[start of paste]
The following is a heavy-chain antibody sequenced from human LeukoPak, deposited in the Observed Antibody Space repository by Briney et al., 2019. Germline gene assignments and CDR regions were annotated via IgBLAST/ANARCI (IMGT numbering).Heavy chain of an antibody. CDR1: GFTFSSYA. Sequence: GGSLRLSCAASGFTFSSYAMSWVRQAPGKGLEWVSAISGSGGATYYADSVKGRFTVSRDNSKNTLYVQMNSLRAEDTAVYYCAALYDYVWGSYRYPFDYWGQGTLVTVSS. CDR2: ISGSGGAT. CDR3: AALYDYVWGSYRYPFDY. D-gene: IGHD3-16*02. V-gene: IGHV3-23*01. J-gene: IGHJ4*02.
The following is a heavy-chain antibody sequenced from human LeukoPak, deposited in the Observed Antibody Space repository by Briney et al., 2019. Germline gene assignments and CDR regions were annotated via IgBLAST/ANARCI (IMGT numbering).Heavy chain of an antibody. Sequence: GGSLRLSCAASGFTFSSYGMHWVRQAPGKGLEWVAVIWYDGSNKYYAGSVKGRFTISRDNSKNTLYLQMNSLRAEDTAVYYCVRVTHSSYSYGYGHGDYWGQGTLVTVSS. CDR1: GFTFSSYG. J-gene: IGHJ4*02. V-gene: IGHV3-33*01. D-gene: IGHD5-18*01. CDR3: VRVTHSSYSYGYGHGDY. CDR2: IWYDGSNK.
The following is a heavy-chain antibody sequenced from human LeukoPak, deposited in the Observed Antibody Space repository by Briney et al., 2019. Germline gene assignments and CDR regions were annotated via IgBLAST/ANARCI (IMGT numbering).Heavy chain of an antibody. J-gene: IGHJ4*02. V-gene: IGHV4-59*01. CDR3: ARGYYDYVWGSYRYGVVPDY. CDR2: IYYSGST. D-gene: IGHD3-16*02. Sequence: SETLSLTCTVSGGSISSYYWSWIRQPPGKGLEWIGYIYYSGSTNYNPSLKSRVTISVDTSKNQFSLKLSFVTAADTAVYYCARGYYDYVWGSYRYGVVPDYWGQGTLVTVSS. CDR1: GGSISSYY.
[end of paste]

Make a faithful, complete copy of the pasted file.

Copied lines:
The following is a heavy-chain antibody sequenced from human LeukoPak, deposited in the Observed Antibody Space repository by Briney et al., 2019. Germline gene assignments and CDR regions were annotated via IgBLAST/ANARCI (IMGT numbering).Heavy chain of an antibody. CDR1: GFTFSSYA. Sequence: GGSLRLSCAASGFTFSSYAMSWVRQAPGKGLEWVSAISGSGGATYYADSVKGRFTVSRDNSKNTLYVQMNSLRAEDTAVYYCAALYDYVWGSYRYPFDYWGQGTLVTVSS. CDR2: ISGSGGAT. CDR3: AALYDYVWGSYRYPFDY. D-gene: IGHD3-16*02. V-gene: IGHV3-23*01. J-gene: IGHJ4*02.
The following is a heavy-chain antibody sequenced from human LeukoPak, deposited in the Observed Antibody Space repository by Briney et al., 2019. Germline gene assignments and CDR regions were annotated via IgBLAST/ANARCI (IMGT numbering).Heavy chain of an antibody. Sequence: GGSLRLSCAASGFTFSSYGMHWVRQAPGKGLEWVAVIWYDGSNKYYAGSVKGRFTISRDNSKNTLYLQMNSLRAEDTAVYYCVRVTHSSYSYGYGHGDYWGQGTLVTVSS. CDR1: GFTFSSYG. J-gene: IGHJ4*02. V-gene: IGHV3-33*01. D-gene: IGHD5-18*01. CDR3: VRVTHSSYSYGYGHGDY. CDR2: IWYDGSNK.
The following is a heavy-chain antibody sequenced from human LeukoPak, deposited in the Observed Antibody Space repository by Briney et al., 2019. Germline gene assignments and CDR regions were annotated via IgBLAST/ANARCI (IMGT numbering).Heavy chain of an antibody. J-gene: IGHJ4*02. V-gene: IGHV4-59*01. CDR3: ARGYYDYVWGSYRYGVVPDY. CDR2: IYYSGST. D-gene: IGHD3-16*02. Sequence: SETLSLTCTVSGGSISSYYWSWIRQPPGKGLEWIGYIYYSGSTNYNPSLKSRVTISVDTSKNQFSLKLSFVTAADTAVYYCARGYYDYVWGSYRYGVVPDYWGQGTLVTVSS. CDR1: GGSISSYY.